git‐switch − Switch branches

git switch [<options>] [−−no−guess] <branch>
git switch [<options>] −−detach [<start−point>]
git switch [<options>] (−c|−C) <new−branch> [<start−point>]
git switch [<options>] −−orphan <new−branch>

Switch to a specified branch. The working tree and the index
are updated to match the branch. All new commits will be
added to the tip of this branch.

Optionally a new branch could be created with either −c, −C,
automatically from a remote branch of same name (see
−−guess), or detach the working tree from any branch with
−−detach, along with switching.

Switching branches does not require a clean index and
working tree (i.e. no differences compared to HEAD). The
operation is aborted however if the operation leads to loss
of local changes, unless told otherwise with
−−discard−changes or −−merge.


     Branch to switch to.

     Name for the new branch.

     The starting point for the new branch. Specifying a
     <start−point> allows you to create a branch based on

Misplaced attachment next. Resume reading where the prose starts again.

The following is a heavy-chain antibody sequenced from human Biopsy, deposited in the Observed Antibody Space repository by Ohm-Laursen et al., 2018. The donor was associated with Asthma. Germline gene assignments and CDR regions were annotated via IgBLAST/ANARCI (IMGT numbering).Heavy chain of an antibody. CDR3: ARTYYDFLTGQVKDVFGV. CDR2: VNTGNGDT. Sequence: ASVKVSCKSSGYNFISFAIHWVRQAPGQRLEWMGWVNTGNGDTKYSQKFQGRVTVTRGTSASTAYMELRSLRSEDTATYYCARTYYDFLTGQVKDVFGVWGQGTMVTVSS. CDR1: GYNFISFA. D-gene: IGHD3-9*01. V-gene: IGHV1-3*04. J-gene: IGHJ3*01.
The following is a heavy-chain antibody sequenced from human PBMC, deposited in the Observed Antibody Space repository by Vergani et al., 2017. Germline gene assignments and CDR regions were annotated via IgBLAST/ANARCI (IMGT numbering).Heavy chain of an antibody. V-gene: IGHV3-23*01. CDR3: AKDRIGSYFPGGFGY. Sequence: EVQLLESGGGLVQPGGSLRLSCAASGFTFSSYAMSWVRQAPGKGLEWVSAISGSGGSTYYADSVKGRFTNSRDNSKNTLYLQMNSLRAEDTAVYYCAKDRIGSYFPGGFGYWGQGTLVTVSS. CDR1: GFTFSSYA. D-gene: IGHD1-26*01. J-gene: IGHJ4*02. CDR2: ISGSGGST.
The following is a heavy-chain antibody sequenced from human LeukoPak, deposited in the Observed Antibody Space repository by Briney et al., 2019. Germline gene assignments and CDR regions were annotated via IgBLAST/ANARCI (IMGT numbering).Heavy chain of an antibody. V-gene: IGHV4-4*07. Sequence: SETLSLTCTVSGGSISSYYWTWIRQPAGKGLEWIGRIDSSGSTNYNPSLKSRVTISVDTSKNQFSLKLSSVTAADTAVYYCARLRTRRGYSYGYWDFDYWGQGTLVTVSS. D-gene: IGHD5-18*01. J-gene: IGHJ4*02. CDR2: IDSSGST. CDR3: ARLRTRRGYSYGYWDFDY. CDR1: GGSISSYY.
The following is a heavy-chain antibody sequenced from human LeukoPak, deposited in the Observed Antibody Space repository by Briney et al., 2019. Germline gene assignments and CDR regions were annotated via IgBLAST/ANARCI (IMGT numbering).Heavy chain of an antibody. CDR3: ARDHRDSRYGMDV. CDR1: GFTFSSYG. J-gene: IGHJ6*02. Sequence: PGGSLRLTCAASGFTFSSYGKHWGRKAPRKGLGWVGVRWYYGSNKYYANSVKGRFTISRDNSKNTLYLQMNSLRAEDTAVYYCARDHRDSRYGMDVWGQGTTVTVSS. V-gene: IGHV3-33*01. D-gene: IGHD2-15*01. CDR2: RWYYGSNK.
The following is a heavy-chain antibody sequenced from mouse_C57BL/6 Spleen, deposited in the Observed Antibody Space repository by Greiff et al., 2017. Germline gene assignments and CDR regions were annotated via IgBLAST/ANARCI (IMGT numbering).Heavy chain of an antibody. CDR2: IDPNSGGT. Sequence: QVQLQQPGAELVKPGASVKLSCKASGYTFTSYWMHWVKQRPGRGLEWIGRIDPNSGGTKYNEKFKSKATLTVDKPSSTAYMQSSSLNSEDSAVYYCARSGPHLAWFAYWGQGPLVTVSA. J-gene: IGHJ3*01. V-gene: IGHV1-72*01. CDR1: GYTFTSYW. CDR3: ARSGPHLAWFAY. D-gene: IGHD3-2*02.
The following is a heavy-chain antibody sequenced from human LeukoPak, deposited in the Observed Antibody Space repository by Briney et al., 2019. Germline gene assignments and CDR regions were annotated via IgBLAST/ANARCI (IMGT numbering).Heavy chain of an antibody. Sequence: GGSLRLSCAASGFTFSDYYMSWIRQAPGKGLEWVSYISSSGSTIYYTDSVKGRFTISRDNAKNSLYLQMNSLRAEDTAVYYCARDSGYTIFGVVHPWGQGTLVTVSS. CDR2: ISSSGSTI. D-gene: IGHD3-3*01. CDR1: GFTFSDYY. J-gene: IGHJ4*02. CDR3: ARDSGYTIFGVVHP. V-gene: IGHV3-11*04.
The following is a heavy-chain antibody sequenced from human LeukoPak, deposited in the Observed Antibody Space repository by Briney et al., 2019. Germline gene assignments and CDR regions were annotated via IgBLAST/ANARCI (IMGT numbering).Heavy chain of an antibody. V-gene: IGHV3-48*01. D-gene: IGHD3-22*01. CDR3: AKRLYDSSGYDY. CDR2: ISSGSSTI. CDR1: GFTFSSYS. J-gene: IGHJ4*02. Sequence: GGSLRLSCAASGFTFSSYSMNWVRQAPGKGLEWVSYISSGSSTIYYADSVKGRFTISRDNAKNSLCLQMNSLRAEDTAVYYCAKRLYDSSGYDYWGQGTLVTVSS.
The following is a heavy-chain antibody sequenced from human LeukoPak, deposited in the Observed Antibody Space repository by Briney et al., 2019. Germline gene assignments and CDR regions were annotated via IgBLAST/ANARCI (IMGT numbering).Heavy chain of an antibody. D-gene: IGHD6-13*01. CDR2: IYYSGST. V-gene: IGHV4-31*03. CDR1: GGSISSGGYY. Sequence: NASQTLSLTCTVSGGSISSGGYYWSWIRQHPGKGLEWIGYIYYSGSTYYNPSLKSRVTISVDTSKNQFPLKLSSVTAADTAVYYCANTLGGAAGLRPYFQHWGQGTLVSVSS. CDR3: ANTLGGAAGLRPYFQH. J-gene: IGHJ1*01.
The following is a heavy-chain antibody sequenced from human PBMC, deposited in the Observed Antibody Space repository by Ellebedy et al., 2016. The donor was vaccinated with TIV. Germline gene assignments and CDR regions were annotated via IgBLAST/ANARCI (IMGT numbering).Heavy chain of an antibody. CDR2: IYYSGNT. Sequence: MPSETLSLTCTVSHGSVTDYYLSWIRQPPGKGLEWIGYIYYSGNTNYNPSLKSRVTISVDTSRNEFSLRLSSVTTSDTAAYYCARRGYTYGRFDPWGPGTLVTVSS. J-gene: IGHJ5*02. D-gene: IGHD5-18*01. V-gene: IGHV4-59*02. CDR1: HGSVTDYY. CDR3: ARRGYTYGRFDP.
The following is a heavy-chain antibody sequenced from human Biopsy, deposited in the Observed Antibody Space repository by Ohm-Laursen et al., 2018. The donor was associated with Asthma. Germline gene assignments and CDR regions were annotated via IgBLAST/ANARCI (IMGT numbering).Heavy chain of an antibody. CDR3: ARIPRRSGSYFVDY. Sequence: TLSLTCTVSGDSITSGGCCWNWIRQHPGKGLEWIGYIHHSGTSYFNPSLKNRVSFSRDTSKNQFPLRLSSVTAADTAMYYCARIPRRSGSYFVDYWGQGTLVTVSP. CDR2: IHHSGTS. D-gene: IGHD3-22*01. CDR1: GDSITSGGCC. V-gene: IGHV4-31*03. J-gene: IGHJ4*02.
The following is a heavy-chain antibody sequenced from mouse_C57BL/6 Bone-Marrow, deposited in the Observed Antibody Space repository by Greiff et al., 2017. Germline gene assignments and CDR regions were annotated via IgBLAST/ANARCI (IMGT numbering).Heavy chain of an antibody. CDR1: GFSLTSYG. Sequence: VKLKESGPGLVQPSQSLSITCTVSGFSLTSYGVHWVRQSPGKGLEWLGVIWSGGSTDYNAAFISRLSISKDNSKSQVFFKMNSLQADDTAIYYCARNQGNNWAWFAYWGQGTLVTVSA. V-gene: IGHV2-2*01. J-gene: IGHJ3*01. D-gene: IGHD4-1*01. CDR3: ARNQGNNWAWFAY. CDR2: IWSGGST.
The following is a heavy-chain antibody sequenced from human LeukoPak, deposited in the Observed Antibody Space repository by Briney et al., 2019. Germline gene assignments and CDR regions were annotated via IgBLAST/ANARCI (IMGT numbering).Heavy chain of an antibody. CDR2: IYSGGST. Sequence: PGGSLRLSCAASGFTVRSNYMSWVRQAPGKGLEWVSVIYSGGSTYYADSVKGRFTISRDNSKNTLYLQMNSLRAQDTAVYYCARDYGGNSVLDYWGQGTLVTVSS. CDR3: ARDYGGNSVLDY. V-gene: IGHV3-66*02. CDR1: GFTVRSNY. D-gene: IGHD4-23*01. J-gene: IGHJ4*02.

some other point in history than where HEAD currently
     points. (Or, in the case of −−detach, allows you to
     inspect and detach from some other point.)

     You can use the @{−N} syntax to refer to the N−th last
     branch/commit switched to using "git switch" or "git
     checkout" operation. You may also specify which is
     synonymous to @{−1}. This is often used to switch
     quickly between two branches, or to undo a branch
     switch by mistake.

     As a special case, you may use A...B as a shortcut for
     the merge base of A and B if there is exactly one merge
     base. You can leave out at most one of A and B, in


     which case it defaults to HEAD.

     −c <new−branch>, −−create <new−branch>
     Create a new branch named <new−branch> starting at
     <start−point> before switching to the branch. This is a
     convenient shortcut for:

          $ git branch <new−branch>
          $ git switch <new−branch>

     −C <new−branch>, −−force−create <new−branch>
     Similar to −−create except that if <new−branch> already